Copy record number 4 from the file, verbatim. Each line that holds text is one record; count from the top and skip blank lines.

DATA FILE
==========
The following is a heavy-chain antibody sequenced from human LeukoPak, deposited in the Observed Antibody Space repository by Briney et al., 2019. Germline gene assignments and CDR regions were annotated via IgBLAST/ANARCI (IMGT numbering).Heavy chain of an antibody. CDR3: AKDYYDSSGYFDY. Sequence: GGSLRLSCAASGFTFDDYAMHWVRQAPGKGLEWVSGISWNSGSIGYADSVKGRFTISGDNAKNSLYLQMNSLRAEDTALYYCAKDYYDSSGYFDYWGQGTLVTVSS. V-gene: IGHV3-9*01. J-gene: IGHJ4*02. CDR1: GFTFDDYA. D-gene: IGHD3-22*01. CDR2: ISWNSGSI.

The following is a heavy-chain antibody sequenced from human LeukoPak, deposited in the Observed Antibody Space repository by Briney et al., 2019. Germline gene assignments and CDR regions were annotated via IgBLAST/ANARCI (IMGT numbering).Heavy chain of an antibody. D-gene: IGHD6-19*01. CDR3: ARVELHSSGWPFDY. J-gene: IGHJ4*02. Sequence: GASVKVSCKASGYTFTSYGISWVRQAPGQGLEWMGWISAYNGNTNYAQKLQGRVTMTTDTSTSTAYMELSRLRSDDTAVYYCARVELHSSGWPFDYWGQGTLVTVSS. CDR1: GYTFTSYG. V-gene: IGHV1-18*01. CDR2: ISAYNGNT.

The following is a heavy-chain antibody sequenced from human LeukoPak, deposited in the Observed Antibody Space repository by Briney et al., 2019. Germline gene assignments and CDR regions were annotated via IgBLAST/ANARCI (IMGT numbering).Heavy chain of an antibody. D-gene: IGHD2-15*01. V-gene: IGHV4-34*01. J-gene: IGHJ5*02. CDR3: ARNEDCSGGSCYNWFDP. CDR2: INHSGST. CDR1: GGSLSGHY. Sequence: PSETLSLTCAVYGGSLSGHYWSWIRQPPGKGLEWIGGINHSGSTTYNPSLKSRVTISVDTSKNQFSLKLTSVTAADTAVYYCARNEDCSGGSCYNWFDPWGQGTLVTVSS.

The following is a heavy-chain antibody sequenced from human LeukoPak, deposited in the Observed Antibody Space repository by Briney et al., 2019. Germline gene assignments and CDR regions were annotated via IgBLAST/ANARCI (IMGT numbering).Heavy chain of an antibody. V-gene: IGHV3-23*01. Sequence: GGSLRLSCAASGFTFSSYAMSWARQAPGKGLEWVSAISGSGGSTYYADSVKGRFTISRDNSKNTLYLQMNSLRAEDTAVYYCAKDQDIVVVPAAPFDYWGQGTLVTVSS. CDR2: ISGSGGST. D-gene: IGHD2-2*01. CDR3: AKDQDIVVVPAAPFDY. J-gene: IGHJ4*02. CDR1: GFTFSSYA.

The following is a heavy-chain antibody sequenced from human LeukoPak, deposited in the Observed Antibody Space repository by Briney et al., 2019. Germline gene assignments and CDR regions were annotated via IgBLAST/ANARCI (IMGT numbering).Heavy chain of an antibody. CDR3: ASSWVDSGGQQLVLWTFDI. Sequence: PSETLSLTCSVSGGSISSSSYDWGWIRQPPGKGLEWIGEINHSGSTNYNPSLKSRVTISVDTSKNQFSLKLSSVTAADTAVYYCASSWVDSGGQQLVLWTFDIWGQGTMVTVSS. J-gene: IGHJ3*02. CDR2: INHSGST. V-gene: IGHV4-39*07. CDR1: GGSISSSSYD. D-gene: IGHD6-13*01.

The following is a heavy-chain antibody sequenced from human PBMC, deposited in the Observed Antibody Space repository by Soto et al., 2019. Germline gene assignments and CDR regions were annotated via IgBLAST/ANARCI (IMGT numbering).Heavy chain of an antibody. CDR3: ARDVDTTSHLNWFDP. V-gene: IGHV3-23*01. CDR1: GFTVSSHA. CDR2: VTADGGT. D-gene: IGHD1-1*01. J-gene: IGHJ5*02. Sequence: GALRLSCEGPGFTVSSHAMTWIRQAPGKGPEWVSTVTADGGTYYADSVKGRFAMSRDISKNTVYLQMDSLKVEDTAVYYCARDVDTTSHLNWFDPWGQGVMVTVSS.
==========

The following is a heavy-chain antibody sequenced from human LeukoPak, deposited in the Observed Antibody Space repository by Briney et al., 2019. Germline gene assignments and CDR regions were annotated via IgBLAST/ANARCI (IMGT numbering).Heavy chain of an antibody. V-gene: IGHV3-23*01. Sequence: GGSLRLSCAASGFTFSSYAMSWARQAPGKGLEWVSAISGSGGSTYYADSVKGRFTISRDNSKNTLYLQMNSLRAEDTAVYYCAKDQDIVVVPAAPFDYWGQGTLVTVSS. CDR2: ISGSGGST. D-gene: IGHD2-2*01. CDR3: AKDQDIVVVPAAPFDY. J-gene: IGHJ4*02. CDR1: GFTFSSYA.